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Hypocalcaemia after total thyroidectomy for Graves' disease and for benign atoxic multinodular goitre.

Hallgrimsson, Palli LU ; Nordenström, Erik LU ; Bergenfelz, Anders LU and Almquist, Martin LU (2012) In Langenbeck's Archives of Surgery 397(7). p.1133-1137
Abstract
PURPOSE: Postoperative hypocalcaemia has been reported to be more common after total thyroidectomy (TT) for Graves' disease than after TT for benign atoxic multinodular goitre (MNG). The reasons for this potential association are not clear. In the present study, the frequency and risk factors of hypocalcaemia after TT for Graves' vs MNG were compared. METHODS: Between January 1999 and October 2009, patients with first-time surgery for Graves' disease or MNG treated with a TT were included in the study. Postoperative hypocalcaemia was defined by symptoms, calcium levels and treatment with calcium and/or vitamin D analogues during postoperative hospital stay, at discharge, and at the 6-week and 6-month follow-ups. Outcomes were compared with... (More)
PURPOSE: Postoperative hypocalcaemia has been reported to be more common after total thyroidectomy (TT) for Graves' disease than after TT for benign atoxic multinodular goitre (MNG). The reasons for this potential association are not clear. In the present study, the frequency and risk factors of hypocalcaemia after TT for Graves' vs MNG were compared. METHODS: Between January 1999 and October 2009, patients with first-time surgery for Graves' disease or MNG treated with a TT were included in the study. Postoperative hypocalcaemia was defined by symptoms, calcium levels and treatment with calcium and/or vitamin D analogues during postoperative hospital stay, at discharge, and at the 6-week and 6-month follow-ups. Outcomes were compared with Mann-Whitney, chi(2) and Fishers' exact test where appropriate and by multivariable logistic regression analysis. RESULTS: There were 128 patients with Graves' disease and 81 patients with MNG. Patients with Graves' disease were younger than patients with MNG (median age, 35 vs 51 years, p < 0.001). Symptoms of hypocalcaemia were more common in patients with Graves' disease (p < 0.001; OR, 95 % CI 3.26, 1.48-7.14), but the frequency of biochemical hypocalcaemia, postoperative levels of parathyroid hormone (PTH) and treatment with calcium and vitamin D did not differ between groups of patients. CONCLUSION: Apart from more frequent symptoms of hypocalcaemia in patients with Graves' disease, there was no difference in the overall frequency of biochemical hypocalcaemia, low levels of PTH and/or treatment with calcium and vitamin D. (Less)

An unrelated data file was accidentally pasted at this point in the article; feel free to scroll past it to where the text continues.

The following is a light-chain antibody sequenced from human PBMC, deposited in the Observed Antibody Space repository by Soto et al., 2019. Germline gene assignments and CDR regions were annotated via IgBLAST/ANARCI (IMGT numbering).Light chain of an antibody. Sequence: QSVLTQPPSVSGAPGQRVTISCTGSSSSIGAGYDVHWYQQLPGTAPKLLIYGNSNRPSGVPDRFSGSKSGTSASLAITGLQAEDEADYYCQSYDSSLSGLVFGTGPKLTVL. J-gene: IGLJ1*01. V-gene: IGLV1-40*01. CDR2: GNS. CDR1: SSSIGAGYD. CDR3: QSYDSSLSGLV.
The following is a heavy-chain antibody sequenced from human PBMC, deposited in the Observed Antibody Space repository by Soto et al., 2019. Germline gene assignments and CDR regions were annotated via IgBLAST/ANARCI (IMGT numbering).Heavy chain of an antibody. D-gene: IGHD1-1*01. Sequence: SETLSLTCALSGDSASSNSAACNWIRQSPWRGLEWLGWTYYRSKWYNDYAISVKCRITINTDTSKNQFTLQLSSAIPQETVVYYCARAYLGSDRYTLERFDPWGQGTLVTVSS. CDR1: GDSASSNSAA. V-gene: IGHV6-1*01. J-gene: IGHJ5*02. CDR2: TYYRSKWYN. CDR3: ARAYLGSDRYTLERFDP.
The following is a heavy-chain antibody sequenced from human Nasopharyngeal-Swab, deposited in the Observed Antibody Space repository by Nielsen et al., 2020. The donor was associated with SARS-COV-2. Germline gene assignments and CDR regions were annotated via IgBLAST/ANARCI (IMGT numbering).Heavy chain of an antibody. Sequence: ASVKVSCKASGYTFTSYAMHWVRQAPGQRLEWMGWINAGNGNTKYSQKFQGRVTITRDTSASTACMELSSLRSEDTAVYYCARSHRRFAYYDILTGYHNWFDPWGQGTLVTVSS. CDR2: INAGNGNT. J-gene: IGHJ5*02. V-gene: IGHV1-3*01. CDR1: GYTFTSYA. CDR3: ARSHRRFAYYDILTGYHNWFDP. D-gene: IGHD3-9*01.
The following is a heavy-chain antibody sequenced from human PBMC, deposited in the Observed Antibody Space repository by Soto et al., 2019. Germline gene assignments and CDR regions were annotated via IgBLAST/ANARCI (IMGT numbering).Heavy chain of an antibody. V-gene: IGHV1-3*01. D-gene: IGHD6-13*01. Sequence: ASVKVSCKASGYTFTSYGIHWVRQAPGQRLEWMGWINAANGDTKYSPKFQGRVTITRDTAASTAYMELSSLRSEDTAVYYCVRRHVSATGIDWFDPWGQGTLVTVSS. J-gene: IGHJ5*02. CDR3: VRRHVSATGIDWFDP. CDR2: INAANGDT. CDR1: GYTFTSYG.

Please use this url to cite or link to this publication:
author
organization
publishing date
type
Contribution to journal
publication status
published
subject
in
Langenbeck's Archives of Surgery
volume
397
issue
7
pages
1133 - 1137
publisher
Springer
external identifiers
  • WOS:000310393000014
  • PMID:22976368
  • Scopus:84868194984
ISSN
1435-2451
DOI
10.1007/s00423-012-0981-1
language
English
LU publication?
yes
id
80226cef-32a8-435b-a0ca-d7c86502fe4b (old id 3123948)
alternative location
http://www.ncbi.nlm.nih.gov/pubmed/22976368?dopt=Abstract
date added to LUP
2012-10-03 21:39:57
date last changed
2016-10-27 16:10:49
@misc{80226cef-32a8-435b-a0ca-d7c86502fe4b,
  abstract     = {PURPOSE: Postoperative hypocalcaemia has been reported to be more common after total thyroidectomy (TT) for Graves' disease than after TT for benign atoxic multinodular goitre (MNG). The reasons for this potential association are not clear. In the present study, the frequency and risk factors of hypocalcaemia after TT for Graves' vs MNG were compared. METHODS: Between January 1999 and October 2009, patients with first-time surgery for Graves' disease or MNG treated with a TT were included in the study. Postoperative hypocalcaemia was defined by symptoms, calcium levels and treatment with calcium and/or vitamin D analogues during postoperative hospital stay, at discharge, and at the 6-week and 6-month follow-ups. Outcomes were compared with Mann-Whitney, chi(2) and Fishers' exact test where appropriate and by multivariable logistic regression analysis. RESULTS: There were 128 patients with Graves' disease and 81 patients with MNG. Patients with Graves' disease were younger than patients with MNG (median age, 35 vs 51 years, p &lt; 0.001). Symptoms of hypocalcaemia were more common in patients with Graves' disease (p &lt; 0.001; OR, 95 % CI 3.26, 1.48-7.14), but the frequency of biochemical hypocalcaemia, postoperative levels of parathyroid hormone (PTH) and treatment with calcium and vitamin D did not differ between groups of patients. CONCLUSION: Apart from more frequent symptoms of hypocalcaemia in patients with Graves' disease, there was no difference in the overall frequency of biochemical hypocalcaemia, low levels of PTH and/or treatment with calcium and vitamin D.},
  author       = {Hallgrimsson, Palli and Nordenström, Erik and Bergenfelz, Anders and Almquist, Martin},
  issn         = {1435-2451},
  language     = {eng},
  number       = {7},
  pages        = {1133--1137},
  publisher    = {ARRAY(0xaa05c90)},
  series       = {Langenbeck's Archives of Surgery},
  title        = {Hypocalcaemia after total thyroidectomy for Graves' disease and for benign atoxic multinodular goitre.},
  url          = {http://dx.doi.org/10.1007/s00423-012-0981-1},
  volume       = {397},
  year         = {2012},
}